Appleton's Cyclopedia of American Biography, edited by James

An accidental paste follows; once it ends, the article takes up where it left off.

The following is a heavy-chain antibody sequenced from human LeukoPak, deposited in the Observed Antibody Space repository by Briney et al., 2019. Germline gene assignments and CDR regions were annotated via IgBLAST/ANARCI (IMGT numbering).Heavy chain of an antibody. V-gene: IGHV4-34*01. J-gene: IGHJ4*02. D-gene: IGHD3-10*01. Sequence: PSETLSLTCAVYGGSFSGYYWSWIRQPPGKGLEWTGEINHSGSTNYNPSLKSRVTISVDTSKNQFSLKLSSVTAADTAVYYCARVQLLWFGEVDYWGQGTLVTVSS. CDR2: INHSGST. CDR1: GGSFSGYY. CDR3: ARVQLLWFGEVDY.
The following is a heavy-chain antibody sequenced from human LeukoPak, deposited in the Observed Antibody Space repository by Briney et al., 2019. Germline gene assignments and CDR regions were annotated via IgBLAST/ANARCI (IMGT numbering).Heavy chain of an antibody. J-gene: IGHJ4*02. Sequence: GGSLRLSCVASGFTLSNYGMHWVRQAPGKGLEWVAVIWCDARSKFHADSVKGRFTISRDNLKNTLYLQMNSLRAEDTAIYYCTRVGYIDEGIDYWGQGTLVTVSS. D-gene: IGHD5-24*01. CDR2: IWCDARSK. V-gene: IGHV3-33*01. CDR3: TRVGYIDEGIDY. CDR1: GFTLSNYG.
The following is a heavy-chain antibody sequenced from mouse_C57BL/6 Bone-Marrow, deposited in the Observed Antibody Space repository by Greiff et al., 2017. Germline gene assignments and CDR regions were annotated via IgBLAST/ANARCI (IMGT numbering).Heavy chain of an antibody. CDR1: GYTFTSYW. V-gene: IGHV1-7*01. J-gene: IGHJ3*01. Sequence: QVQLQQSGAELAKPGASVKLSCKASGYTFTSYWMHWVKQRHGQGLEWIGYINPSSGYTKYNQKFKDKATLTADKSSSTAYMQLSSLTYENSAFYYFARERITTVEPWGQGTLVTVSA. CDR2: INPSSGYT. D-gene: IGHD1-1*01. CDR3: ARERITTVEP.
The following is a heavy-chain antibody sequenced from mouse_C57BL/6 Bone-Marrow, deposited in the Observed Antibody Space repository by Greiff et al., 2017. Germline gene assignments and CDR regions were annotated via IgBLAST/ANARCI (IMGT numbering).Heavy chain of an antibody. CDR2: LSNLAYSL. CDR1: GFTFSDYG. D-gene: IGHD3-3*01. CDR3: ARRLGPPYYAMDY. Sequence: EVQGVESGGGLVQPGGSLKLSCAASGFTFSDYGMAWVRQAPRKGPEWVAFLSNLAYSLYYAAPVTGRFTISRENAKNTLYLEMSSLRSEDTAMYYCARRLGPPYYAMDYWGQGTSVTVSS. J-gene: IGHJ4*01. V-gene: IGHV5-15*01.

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MORGAN, Edwin Dennison, governor of New York, born in Washington, Berkshire County, Massachusetts, 8 February, 1811; died in New York city, 14 February, 1883. At the age of seventeen he removed to Hartford, Connecticut, where he entered the store of his uncle, Nathan Morgan, and became a partner in 1831. He was a member of the city council there in 1832. Removing to New York in 1836, he established himself in business and became a successful merchant. During the cholera epidemic he remained in the city to assist the poor. From 1850 till 1863 he was a member of the state senate, serving at one time as president pro tempore. He was vice-president of the National Republican convention that met in Pittsburg, 22 February, 1856, and from 1856 till 1864 was chairman of the Republican national committee. In 1858 he was elected governor of New York, which office he held until 1862. During his term the state debt was reduced, an increase in canal revenue was made, 223,000 troops were sent from New York to the army, and New York harbor was put in a state of defence. On 28 September, 1861, he was made a major-general of volunteers, the state of New York being created a military department under his command, and for his services under this commission he declined compensation. On the expiration of his term he was elected to the United States senate as a Republican, serving from 4 March, 1863, till 3 March, 1869. He opened the proceedings of the Baltimore convention of 1864, and was a delegate to the Philadelphia loyalists' convention of 1866, but took no part in its action. In 1865 he declined the office of secretary of the United States treasury, which was offered him by President Lincoln. In 1872 he was chairman of the National Republican committee, and conducted the successful campaign that resulted in the second election of General Grant. He was a Republican candidate for United States senator in 1875, and in 1876 for governor of New York. In 1881 President Arthur offered him the portfolio of secretary of the treasury, which he declined, owing to his advanced age. Governor Morgan gave more than $200,000 to the New York union theological seminary and to Williams college library buildings, and $100,000 for a dormitory. His bequests for charitable and religious purposes amounted to $795,000. In 1867 he received the degree of LL.D. from Williams.
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